All eyes were on the industrial real estate sector when news broke last month of the Prologis/Norges Bank mega deal. The joint venture agreed to pay $5.9 billion for KTR Capital Partners and its 60 million sq. ft. of U.S. industrial space. This followed last year’s purchase of Blackstone’s IndCor Properties and its 117 million-sq.- ft. portfolio by GIC, Singapore’s sovereign wealth fund. The transaction set records at a massive $8.1 billion, and became the largest transaction in the history of the industrial asset class.
Both deals represent an increasing interest in industrial real estate from foreign investors. In fact, the two deals demonstrate a shift towards the continued institutionalization of the industrial investment landscape. And the combined foreign capital involved this year has already surpassed all foreign investment in the sector from 2001-2009 by 37 percent.
So why now? Industrial real estate has always been the steady and less glamorous cousin of office real estate, but now it is looking more attractive than ever. The strong macroeconomic climate has positioned the U.S. as a safe and stable environment for investors who may be experiencing economic volatility at home.
And the U.S industrial real estate market conditions remain bullish. Vacancy rates this quarter were at a 10-year low of 7 percent. Thirteen of the 50 U.S. markets tracked by JLL reported vacancies under 6 percent, while nine markets, including Seattle, Los Angeles, Denver and Houston were below 5 percent. With these figures we can expect rental growth to outpace the U.S. average in these markets. In fact, national warehouse/distribution center rents were up 5.4 percent from a year ago, while the four aforementioned markets rose 10, 14 and 17.7, respectively. Take-up numbers have been equally as impressive, as total net absorption was up 17 percent year-on-year and has risen each quarter for almost two years.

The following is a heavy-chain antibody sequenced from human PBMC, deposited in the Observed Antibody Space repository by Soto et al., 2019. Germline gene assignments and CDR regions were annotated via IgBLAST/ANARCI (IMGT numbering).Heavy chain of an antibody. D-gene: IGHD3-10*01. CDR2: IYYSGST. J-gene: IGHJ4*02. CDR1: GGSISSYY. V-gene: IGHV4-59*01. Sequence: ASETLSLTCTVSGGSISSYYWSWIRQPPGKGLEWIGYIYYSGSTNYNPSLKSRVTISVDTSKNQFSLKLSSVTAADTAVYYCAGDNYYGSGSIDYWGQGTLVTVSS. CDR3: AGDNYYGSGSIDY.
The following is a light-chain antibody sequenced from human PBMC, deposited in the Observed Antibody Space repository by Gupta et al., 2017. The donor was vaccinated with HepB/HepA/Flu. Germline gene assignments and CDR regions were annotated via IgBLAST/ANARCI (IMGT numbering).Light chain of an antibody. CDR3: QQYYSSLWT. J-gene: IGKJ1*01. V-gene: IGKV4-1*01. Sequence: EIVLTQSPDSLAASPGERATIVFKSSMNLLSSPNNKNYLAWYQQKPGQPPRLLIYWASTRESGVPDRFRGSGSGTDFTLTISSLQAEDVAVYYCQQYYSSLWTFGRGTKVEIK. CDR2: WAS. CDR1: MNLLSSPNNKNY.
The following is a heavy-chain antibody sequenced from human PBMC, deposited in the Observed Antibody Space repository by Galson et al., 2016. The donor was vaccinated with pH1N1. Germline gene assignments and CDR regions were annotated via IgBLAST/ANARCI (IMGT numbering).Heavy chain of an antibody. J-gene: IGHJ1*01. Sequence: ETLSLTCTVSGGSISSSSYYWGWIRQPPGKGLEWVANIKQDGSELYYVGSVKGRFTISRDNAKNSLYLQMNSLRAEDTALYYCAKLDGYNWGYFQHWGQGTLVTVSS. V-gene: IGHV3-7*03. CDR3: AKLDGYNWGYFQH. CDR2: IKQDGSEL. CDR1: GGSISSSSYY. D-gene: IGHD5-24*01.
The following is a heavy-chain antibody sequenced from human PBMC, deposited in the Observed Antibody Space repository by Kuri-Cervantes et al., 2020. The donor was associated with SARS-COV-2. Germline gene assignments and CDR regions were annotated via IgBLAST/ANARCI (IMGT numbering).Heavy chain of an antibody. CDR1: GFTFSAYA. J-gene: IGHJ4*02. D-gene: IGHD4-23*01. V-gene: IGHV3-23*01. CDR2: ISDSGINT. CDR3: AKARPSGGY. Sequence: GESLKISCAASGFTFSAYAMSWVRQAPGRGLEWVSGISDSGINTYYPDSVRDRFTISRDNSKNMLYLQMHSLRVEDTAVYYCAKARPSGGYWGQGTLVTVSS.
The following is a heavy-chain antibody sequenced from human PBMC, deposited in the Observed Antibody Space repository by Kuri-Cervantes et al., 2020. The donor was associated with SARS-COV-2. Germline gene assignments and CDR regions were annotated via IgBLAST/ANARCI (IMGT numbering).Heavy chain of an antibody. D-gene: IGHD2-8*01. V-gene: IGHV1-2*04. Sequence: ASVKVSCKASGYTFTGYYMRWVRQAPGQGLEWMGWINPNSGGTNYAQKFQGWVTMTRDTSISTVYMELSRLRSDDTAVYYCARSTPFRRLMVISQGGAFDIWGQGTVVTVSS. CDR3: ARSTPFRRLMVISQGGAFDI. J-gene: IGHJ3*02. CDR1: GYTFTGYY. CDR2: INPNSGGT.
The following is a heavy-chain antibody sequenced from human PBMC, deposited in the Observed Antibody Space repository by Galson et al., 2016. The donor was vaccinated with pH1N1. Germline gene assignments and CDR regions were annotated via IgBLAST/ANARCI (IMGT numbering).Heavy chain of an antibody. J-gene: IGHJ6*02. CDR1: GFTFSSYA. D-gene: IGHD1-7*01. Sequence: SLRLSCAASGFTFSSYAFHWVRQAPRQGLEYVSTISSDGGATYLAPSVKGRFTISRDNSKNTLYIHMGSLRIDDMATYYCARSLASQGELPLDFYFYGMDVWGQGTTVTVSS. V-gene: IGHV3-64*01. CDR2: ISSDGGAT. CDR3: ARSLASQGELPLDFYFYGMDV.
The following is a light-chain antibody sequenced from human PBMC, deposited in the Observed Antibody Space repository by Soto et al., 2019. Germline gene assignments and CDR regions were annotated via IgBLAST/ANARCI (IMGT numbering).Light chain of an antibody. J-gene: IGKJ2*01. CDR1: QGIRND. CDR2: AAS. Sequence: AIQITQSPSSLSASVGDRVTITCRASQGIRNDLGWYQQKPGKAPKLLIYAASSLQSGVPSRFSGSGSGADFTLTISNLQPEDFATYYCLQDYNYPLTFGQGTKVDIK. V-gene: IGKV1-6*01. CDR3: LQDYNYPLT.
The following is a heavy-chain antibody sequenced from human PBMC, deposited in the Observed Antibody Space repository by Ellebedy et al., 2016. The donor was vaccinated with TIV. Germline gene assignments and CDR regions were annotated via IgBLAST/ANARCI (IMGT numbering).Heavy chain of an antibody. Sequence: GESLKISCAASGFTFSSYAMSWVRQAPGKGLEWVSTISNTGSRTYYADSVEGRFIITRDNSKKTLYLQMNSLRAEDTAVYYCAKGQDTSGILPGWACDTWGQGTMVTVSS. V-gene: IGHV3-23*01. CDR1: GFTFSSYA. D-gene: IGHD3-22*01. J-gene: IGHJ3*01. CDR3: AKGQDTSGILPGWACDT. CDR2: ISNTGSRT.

Retail distribution (notably, e-commerce) has been fuelling as much as a third of the demand and there is a race for space playing out in the field. There is 157.7 million sq. ft. of space currently under construction, which is up 22.1 percent from last year. And so far this year, 34.4 million sq. ft. of new space has been delivered and nearly 50 percent have had tenants ready to move in.
These are attractive conditions for investors needing safe, long-term growth and returns. There is particular interest from investors in Asia Pacific, especially from Japan, Singapore and South Korea. This trend has been driven by land limitations, high valuations, low yields, limited opportunities to develop new product and weak economic growth throughout the Asia-Pacific region.
The most active source of foreign investment into to U.S. industrial real estate is from Canada, with 50 percent of investment, comprising $3.5 billion, coming from Canadian capital between 2012 and 2014. This was followed by investment from Germany, Norway, Switzerland and the United Kingdom.
Office investment still wins favor with foreign investors, but with the latest portfolio deals and looming interest from Asia Pacific, industrial real estate could become a close second. If there are more mega-portfolio trades this year, industrial could top the list as the most favored asset class for foreign capital. This would be an industry first, and would signify a mini-industrial real estate revolution.